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APM Accredited PMO Practitioner Frequently Asked Questions - Wellingtone PPM

APM Accredited Assurance Practitioner Course FAQ

Interested in booking on to the course, but what to find out if it’s right for you? Your most frequently asked questions are answered below.

Why do we need an Assurance Course? Despite best efforts, unfortunately there is no lack of evidence that projects are often challenged or unsuccessful in the achievement of their objectives and benefits. To counteract this scenario, most organisations are nowadays investing in the dedicated role of Assurance to provide an independent and objective oversight of the likely future performance of projects and enable the implementation of timely actions in projects. Yet, while the demand for this specialist function in project management departments and PMOs grows, knowledge and guidance available are often limited and linked to governmental initiatives, leaving most of these professionals to learn their role on the job, solely. Moreover, given that Assurance professionals are involved in an advice function, there is the expectation that someone with appropriate competencies and knowledge is ensuring that the advice project stakeholders are given is sound and well-founded. It was, therefore, to address the strong demand in this sector for guidance, training and knowledge that the Wellingtone Assurance Practitioner course was developed.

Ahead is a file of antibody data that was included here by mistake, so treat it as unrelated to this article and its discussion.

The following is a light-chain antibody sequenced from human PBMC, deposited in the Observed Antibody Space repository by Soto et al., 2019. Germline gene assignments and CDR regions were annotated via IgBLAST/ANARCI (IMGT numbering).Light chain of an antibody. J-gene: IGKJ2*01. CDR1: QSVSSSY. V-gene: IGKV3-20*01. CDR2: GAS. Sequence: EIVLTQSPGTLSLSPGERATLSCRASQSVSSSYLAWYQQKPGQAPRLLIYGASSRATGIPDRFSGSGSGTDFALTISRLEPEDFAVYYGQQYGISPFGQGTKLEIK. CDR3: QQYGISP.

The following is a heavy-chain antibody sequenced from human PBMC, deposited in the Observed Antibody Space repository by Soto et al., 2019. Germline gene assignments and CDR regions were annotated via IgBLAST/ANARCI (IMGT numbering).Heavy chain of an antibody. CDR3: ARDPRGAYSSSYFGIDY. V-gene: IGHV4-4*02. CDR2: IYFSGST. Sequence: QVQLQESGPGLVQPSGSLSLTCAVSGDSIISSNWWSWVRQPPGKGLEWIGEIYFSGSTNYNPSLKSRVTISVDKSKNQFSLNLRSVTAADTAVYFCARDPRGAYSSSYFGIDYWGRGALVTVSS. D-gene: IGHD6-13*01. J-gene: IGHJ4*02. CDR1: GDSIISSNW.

A certification will not prove that I can run an Assurance function will it?Just like having a driver license doesn’t necessarily make you a ‘good’ driver, this course ensures that those in an Assurance role are speaking the same language, working towards the same outcomes, and living the same principles. Those attending, will gain not just from the knowledge base of the course, but also from their peers.